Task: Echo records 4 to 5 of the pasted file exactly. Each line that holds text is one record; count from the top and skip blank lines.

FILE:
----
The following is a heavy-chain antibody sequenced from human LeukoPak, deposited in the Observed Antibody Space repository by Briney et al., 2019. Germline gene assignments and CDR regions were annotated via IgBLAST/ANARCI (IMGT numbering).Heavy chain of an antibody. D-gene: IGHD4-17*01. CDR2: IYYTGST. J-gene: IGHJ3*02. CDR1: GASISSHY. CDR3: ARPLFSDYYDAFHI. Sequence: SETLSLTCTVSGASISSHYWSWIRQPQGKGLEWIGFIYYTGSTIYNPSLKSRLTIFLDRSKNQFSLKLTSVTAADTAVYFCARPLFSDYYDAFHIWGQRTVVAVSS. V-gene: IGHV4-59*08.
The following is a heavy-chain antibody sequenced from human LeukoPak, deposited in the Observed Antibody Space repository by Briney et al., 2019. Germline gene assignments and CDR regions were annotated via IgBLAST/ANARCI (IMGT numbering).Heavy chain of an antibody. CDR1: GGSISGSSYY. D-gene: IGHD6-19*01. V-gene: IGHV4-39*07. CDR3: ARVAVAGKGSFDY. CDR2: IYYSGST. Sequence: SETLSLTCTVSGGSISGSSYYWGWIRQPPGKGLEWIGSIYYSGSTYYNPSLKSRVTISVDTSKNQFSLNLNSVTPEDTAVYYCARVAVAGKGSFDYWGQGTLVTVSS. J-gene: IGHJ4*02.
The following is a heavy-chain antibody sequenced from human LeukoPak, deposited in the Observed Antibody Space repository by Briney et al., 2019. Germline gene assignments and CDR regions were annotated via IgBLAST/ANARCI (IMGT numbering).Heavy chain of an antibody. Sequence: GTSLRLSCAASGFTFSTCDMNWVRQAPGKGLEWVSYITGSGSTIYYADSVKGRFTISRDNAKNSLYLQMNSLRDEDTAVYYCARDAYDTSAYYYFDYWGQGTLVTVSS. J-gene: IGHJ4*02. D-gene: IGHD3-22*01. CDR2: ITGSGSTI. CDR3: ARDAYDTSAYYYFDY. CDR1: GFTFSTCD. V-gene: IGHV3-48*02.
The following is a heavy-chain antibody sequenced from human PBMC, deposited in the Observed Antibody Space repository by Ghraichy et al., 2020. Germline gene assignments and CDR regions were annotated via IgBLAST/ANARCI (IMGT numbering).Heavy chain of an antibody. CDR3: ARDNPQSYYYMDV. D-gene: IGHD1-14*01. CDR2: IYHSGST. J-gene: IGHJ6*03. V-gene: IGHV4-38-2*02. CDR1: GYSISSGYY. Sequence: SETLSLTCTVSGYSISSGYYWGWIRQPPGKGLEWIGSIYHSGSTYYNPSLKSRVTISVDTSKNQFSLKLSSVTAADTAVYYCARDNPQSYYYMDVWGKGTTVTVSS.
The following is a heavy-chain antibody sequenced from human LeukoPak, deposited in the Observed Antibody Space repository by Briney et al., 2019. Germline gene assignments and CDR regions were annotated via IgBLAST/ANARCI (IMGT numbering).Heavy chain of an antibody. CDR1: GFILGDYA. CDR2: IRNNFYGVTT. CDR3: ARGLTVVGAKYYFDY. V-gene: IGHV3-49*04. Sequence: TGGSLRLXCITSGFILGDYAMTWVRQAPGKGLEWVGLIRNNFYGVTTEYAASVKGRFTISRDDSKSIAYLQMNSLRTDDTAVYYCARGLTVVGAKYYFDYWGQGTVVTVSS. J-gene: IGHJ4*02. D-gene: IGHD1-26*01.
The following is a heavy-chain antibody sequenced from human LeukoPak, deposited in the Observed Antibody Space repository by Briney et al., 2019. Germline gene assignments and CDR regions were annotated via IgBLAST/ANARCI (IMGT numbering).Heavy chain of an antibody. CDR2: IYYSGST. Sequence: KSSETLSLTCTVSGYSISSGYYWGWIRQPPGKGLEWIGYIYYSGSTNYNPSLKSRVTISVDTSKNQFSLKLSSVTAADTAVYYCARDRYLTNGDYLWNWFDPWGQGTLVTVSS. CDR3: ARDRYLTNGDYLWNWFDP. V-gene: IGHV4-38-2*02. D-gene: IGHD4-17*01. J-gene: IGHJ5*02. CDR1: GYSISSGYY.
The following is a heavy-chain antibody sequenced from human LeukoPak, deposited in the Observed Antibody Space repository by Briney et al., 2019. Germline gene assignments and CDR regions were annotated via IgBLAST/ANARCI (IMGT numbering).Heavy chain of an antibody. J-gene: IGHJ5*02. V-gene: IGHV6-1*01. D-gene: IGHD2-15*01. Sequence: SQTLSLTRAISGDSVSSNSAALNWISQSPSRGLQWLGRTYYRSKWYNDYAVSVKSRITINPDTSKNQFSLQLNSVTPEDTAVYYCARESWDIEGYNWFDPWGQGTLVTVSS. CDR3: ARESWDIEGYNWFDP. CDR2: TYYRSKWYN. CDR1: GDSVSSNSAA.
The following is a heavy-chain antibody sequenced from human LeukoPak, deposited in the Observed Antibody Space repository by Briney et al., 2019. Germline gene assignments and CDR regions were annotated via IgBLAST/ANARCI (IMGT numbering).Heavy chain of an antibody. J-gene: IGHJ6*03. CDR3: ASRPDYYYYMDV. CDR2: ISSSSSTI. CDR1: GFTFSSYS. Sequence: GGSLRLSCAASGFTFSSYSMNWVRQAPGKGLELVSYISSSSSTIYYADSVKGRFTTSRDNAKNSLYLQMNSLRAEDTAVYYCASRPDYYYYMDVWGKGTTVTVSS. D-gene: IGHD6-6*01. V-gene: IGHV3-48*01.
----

The following is a heavy-chain antibody sequenced from human PBMC, deposited in the Observed Antibody Space repository by Ghraichy et al., 2020. Germline gene assignments and CDR regions were annotated via IgBLAST/ANARCI (IMGT numbering).Heavy chain of an antibody. CDR3: ARDNPQSYYYMDV. D-gene: IGHD1-14*01. CDR2: IYHSGST. J-gene: IGHJ6*03. V-gene: IGHV4-38-2*02. CDR1: GYSISSGYY. Sequence: SETLSLTCTVSGYSISSGYYWGWIRQPPGKGLEWIGSIYHSGSTYYNPSLKSRVTISVDTSKNQFSLKLSSVTAADTAVYYCARDNPQSYYYMDVWGKGTTVTVSS.
The following is a heavy-chain antibody sequenced from human LeukoPak, deposited in the Observed Antibody Space repository by Briney et al., 2019. Germline gene assignments and CDR regions were annotated via IgBLAST/ANARCI (IMGT numbering).Heavy chain of an antibody. CDR1: GFILGDYA. CDR2: IRNNFYGVTT. CDR3: ARGLTVVGAKYYFDY. V-gene: IGHV3-49*04. Sequence: TGGSLRLXCITSGFILGDYAMTWVRQAPGKGLEWVGLIRNNFYGVTTEYAASVKGRFTISRDDSKSIAYLQMNSLRTDDTAVYYCARGLTVVGAKYYFDYWGQGTVVTVSS. J-gene: IGHJ4*02. D-gene: IGHD1-26*01.